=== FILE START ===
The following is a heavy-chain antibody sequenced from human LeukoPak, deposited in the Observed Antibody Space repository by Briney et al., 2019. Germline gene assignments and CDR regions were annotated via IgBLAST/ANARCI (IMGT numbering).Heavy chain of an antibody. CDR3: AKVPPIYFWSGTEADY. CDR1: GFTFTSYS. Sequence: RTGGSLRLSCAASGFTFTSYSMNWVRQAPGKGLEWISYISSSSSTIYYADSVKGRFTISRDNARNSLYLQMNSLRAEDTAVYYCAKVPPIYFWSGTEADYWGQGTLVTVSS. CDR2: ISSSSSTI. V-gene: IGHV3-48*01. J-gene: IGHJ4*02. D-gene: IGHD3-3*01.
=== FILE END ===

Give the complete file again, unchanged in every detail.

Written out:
The following is a heavy-chain antibody sequenced from human LeukoPak, deposited in the Observed Antibody Space repository by Briney et al., 2019. Germline gene assignments and CDR regions were annotated via IgBLAST/ANARCI (IMGT numbering).Heavy chain of an antibody. CDR3: AKVPPIYFWSGTEADY. CDR1: GFTFTSYS. Sequence: RTGGSLRLSCAASGFTFTSYSMNWVRQAPGKGLEWISYISSSSSTIYYADSVKGRFTISRDNARNSLYLQMNSLRAEDTAVYYCAKVPPIYFWSGTEADYWGQGTLVTVSS. CDR2: ISSSSSTI. V-gene: IGHV3-48*01. J-gene: IGHJ4*02. D-gene: IGHD3-3*01.